I wasn’t wanting to single out anybody (I only used their names because they finished in the top three). I just know that the candidates always have someone doing opposition research and was just wondering how this slipped under the radar. Seems that if a candidate was not producing his financial disclosures that it would have raised some sort of red flag. Also, bankruptcies are a matter of public record.

                  • bowersville says:

                    Just a simple question. Which candidates in the Republican primary made a full financial disclosure including tax returns, schedules etc. and why did we the voters not demand it?

                    • polisavvy says:

                      I don’t know. My guess is complacency. Plus, how could we demand it? It seems as though this should be an important requirement prior to qualifying. If it is already required, why isn’t it enforced?

                    • Doug Grammer says:

                      You would have to write it into GA code. The question is, what would you write? Would a candidate have to show every page of every tax return, personal and business, for the past 10 years? 20? Would it apply just to Gov. or every statewide or legislative office? Do you really think it would be passed?

                    • polisavvy says:

                      Probably wouldn’t stand a cowboy’s chance in hades of passing; however, if there were something already on the books, then perhaps this issue could have been avoided. Figured you’d know the answer. [BTW, glad you are going door to door for Austin Scott. Hope things work out in his favor. Thanks in advance for your help].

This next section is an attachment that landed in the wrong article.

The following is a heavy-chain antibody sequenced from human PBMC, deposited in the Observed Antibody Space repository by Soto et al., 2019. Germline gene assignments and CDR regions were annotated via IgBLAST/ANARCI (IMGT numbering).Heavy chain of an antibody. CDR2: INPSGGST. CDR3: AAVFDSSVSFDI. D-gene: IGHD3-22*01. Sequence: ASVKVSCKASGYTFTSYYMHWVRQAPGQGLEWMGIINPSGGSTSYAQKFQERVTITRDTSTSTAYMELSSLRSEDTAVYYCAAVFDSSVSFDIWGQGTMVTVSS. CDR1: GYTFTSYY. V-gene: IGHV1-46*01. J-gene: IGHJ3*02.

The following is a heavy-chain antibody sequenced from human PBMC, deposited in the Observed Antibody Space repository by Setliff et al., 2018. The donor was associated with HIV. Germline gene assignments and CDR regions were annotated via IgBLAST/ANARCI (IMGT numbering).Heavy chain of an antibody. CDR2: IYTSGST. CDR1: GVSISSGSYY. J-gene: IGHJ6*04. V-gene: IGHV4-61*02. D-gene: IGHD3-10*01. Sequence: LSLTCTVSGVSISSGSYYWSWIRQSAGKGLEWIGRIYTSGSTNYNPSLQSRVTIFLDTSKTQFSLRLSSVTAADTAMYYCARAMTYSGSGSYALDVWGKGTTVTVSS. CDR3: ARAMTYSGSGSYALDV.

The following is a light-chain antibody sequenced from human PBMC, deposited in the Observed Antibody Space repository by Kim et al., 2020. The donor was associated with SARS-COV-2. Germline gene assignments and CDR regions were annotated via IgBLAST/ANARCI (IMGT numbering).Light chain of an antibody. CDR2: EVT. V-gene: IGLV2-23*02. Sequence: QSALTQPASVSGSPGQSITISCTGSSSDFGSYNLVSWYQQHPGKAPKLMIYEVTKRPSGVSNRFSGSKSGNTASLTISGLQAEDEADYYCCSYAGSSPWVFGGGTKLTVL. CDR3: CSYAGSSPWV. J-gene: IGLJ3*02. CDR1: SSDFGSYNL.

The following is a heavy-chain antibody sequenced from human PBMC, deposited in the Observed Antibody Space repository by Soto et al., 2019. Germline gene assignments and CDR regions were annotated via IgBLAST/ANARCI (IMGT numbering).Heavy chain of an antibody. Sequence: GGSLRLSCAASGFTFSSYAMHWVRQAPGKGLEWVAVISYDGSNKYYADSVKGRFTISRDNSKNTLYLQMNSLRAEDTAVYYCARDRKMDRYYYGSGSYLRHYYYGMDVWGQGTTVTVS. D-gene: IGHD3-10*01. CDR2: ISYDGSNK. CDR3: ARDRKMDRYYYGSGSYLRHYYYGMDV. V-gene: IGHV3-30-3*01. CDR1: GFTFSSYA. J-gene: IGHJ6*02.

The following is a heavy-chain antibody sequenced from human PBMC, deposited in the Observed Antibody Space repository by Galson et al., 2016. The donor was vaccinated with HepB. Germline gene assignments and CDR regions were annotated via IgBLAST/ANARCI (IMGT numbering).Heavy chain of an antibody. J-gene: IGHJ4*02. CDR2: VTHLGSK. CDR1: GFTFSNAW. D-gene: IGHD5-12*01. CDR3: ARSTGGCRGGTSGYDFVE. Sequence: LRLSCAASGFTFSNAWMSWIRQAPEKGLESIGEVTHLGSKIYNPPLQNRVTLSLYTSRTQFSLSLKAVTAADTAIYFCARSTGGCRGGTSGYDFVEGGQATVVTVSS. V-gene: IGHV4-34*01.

18. ZazaPachulia says:

    Man… and I thought Oxendine’s slow-motion trainwreck was difficult to watch. That was just an appetizer.

  19. AubieTurtle says:

    In totally unrelated news, expect to see a huge increase in the number of by Pete Randall articles on the front page for the next month and a half. Article after article… I’ll be hard to see anything else through the blizzard of articles.

    • ZazaPachulia says:

      AubieTurtle, they’re called “Blog posts.” Labeling Peach Pundit front page content “articles” awards legitimacy where legitimacy is not deserved.

      The Robesierre of Macon’s head is large enough as it is… No sense in describing his blog in journalistic terms.

  20. analogkid says:

    This is sort of old now (given the life of the average viral video), but we haven’t had an open thread in forever, so I give you Phil Davison, Republican candidate for Stark County treasurer. Enjoy.

  21. sybase46 says:

    Bull Moose, I must concur that we hold our elected officials to moral and ethical principles but unfortunately the majority of Georgia’s GOP electorate feel differently as they elected Deal over Handle in the recent primary? I feel along with the recent re-election primary in Louisiana regarding David Vitter’s victory that the party of principles is just a lot of lip talk and refuse to do the walk of ethics and morals.